Wetlands and the earth's biomes

During heavy rains, the water spreads out and slowly soaks into wetland soils instead of rapidly running into rivers and streams. When wetlands are drained and replaced by farms and houses, the risks of flooding increase.

All wetland soils share common colors and color patterns. The surface layer is often black because organic material accumulates there. The subsoil is grey with bright orange and reds where iron has oxidized or rusted. Some very wet soils may be blue, green, or purple.

Great American Deserts

Not all deserts are sandy, but they all are dry. They form in areas that receive little rainfall or snow melt…or where the water evaporates more quickly than it can be replenished. The lack of moisture means that minerals are trapped inside the soil particles. This means there are very few minerals to support plant growth. However, we know that there are still organisms that live in desert soils, such as microbes, lichens, ants, rodents and reptiles.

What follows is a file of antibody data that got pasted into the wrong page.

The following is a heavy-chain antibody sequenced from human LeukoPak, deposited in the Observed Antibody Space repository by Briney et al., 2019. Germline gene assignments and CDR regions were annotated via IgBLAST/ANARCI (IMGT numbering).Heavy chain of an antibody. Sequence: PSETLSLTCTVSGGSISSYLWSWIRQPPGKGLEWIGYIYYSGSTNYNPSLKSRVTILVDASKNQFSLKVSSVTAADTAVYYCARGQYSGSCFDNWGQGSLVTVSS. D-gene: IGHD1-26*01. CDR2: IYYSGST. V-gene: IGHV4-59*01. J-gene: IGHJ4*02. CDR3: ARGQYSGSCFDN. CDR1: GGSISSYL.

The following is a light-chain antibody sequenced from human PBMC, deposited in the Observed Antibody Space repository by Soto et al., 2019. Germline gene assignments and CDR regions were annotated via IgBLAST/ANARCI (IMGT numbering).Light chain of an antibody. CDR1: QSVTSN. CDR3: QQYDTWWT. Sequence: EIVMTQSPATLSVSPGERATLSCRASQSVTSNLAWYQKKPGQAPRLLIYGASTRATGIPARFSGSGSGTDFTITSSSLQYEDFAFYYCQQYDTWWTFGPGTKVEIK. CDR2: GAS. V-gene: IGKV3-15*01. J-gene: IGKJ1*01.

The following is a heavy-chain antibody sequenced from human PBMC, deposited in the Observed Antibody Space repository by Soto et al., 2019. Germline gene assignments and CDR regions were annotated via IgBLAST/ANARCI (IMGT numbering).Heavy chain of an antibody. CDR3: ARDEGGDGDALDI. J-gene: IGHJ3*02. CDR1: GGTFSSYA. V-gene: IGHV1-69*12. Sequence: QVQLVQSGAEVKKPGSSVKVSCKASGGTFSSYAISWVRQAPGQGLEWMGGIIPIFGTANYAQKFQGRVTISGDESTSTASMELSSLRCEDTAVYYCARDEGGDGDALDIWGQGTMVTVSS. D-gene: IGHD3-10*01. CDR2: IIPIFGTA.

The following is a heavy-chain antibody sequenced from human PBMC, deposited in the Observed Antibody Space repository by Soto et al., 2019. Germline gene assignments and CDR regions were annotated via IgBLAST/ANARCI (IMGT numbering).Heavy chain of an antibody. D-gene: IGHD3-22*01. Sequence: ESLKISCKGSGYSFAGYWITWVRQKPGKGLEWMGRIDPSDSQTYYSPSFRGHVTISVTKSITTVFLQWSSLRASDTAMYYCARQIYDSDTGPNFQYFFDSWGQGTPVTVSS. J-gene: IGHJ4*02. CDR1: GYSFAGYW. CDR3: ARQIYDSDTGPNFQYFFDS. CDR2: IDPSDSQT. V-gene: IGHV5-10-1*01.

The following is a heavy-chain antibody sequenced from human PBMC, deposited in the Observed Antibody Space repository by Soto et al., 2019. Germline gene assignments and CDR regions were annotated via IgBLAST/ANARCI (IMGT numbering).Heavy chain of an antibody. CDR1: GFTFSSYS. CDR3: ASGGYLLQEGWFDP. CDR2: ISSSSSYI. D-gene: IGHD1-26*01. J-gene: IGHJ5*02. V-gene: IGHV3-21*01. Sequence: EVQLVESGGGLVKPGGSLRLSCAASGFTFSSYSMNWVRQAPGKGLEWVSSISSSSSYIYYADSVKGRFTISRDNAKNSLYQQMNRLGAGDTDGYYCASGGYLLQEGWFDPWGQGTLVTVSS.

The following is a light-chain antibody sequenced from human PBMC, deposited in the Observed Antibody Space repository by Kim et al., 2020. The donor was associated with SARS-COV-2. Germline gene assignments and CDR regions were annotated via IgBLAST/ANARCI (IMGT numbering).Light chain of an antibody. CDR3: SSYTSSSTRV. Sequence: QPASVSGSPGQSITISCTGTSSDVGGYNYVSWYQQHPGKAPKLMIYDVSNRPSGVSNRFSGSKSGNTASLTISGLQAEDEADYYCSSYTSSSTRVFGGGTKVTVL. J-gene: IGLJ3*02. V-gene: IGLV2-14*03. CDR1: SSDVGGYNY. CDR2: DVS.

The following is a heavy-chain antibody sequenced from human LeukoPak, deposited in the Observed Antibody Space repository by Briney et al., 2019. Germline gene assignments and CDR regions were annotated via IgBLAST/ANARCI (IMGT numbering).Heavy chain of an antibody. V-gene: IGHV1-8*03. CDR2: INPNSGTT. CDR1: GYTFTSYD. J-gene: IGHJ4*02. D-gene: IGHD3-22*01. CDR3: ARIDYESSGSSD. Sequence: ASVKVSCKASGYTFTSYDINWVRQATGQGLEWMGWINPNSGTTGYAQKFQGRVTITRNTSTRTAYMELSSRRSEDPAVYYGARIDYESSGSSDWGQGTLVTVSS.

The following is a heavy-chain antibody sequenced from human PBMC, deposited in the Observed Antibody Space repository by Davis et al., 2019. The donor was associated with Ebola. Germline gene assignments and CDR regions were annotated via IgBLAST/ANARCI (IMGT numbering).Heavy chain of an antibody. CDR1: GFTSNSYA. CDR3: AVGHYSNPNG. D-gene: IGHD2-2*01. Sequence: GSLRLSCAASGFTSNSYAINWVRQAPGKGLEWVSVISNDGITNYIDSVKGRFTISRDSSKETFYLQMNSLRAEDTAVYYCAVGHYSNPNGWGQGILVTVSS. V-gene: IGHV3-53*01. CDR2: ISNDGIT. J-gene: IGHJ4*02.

Desert soils are dry for extended periods of time. Even when they receive rain or snow, the high rate of evaporation makes them dry out quickly. Desert soils are typically light in color because there is little vegetation to add organic material.

 

-Answered by Tom Fox, Virginia Tech

This post was reprinted from the Soils Matter blog. Have a question for Soils Matter? Email them at soils-matter@soils.org

 

Jiri Brozovsky (CC BY 2.0), musimpanas (CC BY-ND 2.0), Jimmy Emerson, DVM (CC BY-NC-ND 2.0), U.S. Fish and Wildlife Service (CC BY 2.0)